nature and severity of [a claimant's] impairment(s),
including [the claimant's] symptoms, diagnosis and
prognosis, what [she] can still do despite impairment(s), and
[her] physical or mental restrictions." 20 C.F.R. §
404.1527(a)(2). Treating source opinions are entitled to
controlling weight if they are "well supported by
medically acceptable clinical and laboratory diagnostic
techniques and [are] not inconsistent with the other
substantial evidence in [the] case record." 20 C.F.R.
§§ 404.1527(d)(2), 416.927(d)(2); see also
Craig v. Chater, 76 F.3d 585, 590 (4th Cir. 1996).
Factors that ALJs consider in determining how much weight to
afford a medical opinion include (1) the examining
relationship, (2) the treatment relationship, (3) the
supportability of the opinion, (4) the consistency of the
opinion with the record as a whole, (5) the physician's
specialization, and (6) other relevant factors. 20 C.F.R.
the ALJ declined to give controlling or substantial weight to
two of plaintiffs treating physicians because one opinion was
in check-box format and the other was "vague and not
expressed in vocationally relevant terms." Tr. 28; 29.
Corvino provided an opinion using a form in which he
indicated that he had seen plaintiff once a month for nine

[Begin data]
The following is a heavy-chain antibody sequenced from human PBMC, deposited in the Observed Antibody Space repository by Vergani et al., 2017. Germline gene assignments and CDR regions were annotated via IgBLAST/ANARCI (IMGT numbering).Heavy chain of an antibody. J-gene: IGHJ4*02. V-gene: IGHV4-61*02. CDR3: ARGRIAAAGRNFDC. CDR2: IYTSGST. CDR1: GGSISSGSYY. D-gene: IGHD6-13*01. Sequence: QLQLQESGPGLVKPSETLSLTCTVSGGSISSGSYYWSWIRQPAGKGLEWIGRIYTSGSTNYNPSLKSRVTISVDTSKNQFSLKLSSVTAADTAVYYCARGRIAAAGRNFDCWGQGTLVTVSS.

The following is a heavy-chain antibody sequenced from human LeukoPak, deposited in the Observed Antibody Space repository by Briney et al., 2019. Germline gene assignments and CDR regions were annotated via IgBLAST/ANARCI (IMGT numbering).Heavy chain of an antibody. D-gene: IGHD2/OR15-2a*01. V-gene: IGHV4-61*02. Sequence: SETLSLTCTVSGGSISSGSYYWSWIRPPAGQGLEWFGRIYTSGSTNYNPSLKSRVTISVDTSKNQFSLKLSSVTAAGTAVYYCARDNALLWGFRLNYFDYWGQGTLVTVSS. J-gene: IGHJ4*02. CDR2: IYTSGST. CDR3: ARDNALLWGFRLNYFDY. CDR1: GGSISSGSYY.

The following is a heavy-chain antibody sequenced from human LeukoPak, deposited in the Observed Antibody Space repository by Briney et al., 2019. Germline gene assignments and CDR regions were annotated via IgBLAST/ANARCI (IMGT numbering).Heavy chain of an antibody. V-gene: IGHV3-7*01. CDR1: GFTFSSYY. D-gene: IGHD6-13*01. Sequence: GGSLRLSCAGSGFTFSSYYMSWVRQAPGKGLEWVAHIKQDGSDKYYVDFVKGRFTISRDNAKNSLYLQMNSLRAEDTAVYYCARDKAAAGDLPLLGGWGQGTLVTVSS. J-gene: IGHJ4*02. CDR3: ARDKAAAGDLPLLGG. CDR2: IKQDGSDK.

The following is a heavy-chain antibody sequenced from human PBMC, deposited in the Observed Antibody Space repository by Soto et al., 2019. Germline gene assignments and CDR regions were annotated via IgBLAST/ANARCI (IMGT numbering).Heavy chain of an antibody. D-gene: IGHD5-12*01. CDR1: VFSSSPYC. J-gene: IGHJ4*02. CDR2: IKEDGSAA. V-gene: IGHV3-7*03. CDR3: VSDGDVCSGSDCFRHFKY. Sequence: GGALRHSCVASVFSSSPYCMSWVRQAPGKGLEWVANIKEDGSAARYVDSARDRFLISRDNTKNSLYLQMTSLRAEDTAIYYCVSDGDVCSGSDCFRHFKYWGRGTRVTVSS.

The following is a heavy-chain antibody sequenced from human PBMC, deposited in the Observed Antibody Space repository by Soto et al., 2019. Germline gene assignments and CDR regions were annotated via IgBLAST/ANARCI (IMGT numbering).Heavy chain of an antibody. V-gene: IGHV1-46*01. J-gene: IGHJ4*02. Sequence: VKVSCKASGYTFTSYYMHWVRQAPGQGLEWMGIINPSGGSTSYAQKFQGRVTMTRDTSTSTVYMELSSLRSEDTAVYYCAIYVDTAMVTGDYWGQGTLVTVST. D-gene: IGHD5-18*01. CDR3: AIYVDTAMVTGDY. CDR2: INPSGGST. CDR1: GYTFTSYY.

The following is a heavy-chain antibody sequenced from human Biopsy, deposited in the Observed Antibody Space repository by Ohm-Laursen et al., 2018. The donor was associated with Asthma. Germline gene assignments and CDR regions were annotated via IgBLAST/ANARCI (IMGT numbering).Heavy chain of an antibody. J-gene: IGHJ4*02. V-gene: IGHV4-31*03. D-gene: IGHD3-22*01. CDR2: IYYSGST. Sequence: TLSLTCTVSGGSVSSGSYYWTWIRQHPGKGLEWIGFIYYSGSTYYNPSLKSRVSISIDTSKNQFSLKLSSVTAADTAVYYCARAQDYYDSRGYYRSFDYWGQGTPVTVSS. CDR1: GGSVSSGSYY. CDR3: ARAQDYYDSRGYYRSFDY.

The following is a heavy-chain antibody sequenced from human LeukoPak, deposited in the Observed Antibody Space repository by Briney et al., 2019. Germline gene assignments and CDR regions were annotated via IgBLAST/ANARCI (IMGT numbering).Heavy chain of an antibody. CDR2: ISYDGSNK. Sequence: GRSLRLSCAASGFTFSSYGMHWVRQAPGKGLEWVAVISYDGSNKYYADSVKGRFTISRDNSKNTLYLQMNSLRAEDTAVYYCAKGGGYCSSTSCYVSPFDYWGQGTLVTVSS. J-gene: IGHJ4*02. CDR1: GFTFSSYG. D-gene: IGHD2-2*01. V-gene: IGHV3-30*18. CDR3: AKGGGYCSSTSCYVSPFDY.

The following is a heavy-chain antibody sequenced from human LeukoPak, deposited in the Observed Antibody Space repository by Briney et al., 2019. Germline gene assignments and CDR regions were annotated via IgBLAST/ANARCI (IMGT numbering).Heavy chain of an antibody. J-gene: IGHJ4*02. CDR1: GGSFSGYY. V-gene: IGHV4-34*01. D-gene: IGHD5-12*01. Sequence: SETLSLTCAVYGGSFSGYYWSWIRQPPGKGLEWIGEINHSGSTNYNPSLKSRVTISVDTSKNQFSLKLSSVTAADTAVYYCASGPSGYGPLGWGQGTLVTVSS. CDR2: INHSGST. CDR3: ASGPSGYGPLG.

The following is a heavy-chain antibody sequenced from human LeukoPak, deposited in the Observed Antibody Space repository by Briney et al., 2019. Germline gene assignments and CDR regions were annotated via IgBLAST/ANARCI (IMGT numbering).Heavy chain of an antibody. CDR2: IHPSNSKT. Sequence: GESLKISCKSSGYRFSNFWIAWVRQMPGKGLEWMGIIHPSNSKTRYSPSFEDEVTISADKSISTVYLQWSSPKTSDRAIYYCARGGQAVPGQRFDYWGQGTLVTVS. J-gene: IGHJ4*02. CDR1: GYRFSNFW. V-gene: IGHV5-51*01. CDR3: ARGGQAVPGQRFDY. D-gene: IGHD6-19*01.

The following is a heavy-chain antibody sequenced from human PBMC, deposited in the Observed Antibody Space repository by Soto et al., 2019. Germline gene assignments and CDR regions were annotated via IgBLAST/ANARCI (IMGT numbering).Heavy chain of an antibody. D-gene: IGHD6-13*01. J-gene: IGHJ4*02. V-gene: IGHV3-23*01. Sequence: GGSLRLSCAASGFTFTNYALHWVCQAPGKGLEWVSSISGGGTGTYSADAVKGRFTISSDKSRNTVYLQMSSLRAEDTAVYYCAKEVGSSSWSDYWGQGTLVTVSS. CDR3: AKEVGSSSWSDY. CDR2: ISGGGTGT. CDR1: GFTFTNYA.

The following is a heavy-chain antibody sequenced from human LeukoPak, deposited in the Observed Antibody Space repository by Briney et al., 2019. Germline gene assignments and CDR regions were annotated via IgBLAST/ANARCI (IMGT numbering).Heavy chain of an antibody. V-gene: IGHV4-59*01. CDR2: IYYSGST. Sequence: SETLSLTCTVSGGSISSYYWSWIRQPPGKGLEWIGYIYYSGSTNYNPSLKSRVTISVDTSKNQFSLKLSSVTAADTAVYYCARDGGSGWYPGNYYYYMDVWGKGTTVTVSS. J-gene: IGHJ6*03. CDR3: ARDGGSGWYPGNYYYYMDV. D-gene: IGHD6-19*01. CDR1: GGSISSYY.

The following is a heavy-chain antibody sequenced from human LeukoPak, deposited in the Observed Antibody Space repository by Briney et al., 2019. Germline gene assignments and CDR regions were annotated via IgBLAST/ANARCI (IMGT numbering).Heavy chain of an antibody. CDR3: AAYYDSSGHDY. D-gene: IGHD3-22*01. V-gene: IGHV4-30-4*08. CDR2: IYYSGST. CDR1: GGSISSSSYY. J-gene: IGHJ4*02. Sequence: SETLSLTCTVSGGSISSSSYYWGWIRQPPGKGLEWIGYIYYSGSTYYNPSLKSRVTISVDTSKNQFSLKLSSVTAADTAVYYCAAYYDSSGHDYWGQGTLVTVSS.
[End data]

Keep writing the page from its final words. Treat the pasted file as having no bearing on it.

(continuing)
months and that plaintiff would be limited to lifting and
carrying ten pounds, standing and/or walking less than two
hours per day, and sitting less than six hours per day. Tr.
561-62. Contrary to the ALJ's conclusion, Dr.
Coplin's opinion was neither vague nor expressed in terms
irrelevant to a vocational analysis. Dr. Coplin's
opinions are in regard to plaintiffs ability to sit, stand,
lift and carry, and push and pull, which are directly
relevant to the inquiry into whether a claimant can perform
substantial gainful activity.
as plaintiff correctly argues, the use of a check-box form is
not, in and of itself, a basis for discounting the weight of
a treating opinion. Pate v. Berryhill, No.
5:16-CV-00864-D, 2018 WL 577998, at *8 (E.D. N.C. Jan. 10,
2018), report and recommendation adopted, No.
5:16-CV-864-D, 2018 WL 576833 (E.D. N.C. Jan. 26, 2018). Dr.
Arcedo's opinion as to plaintiffs abilities to perform
work activities specifically noted plaintiffs bilateral hand
weakness and severe carpal tunnel syndrome. Tr. 1021-22. Dr.
Arcedo's treatment notes and letter further discuss
objective findings regarding plaintiffs L5-S1 disc herniation
and abnormal electrodiagnostic testing in plaintiff supper
extremities. See Tr. 987.
ALJ's explanation for discounting the opinions of these
two treating physicians is inadequate and perfunctory. Such
rejection of treating source opinions is grounds for remand
where, as here, the ALJ failed to adequately explain where
any non-treating sources disputed the treating source
opinions or how the ...